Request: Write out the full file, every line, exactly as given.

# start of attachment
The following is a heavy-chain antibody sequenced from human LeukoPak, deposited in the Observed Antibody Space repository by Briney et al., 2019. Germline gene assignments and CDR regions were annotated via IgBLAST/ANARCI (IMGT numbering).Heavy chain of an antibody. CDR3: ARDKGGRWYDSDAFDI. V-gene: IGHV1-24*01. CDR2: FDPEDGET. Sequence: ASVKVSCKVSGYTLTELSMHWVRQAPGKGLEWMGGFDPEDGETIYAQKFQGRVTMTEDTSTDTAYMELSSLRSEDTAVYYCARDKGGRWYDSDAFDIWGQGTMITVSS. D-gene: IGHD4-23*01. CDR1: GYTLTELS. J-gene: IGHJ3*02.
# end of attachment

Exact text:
The following is a heavy-chain antibody sequenced from human LeukoPak, deposited in the Observed Antibody Space repository by Briney et al., 2019. Germline gene assignments and CDR regions were annotated via IgBLAST/ANARCI (IMGT numbering).Heavy chain of an antibody. CDR3: ARDKGGRWYDSDAFDI. V-gene: IGHV1-24*01. CDR2: FDPEDGET. Sequence: ASVKVSCKVSGYTLTELSMHWVRQAPGKGLEWMGGFDPEDGETIYAQKFQGRVTMTEDTSTDTAYMELSSLRSEDTAVYYCARDKGGRWYDSDAFDIWGQGTMITVSS. D-gene: IGHD4-23*01. CDR1: GYTLTELS. J-gene: IGHJ3*02.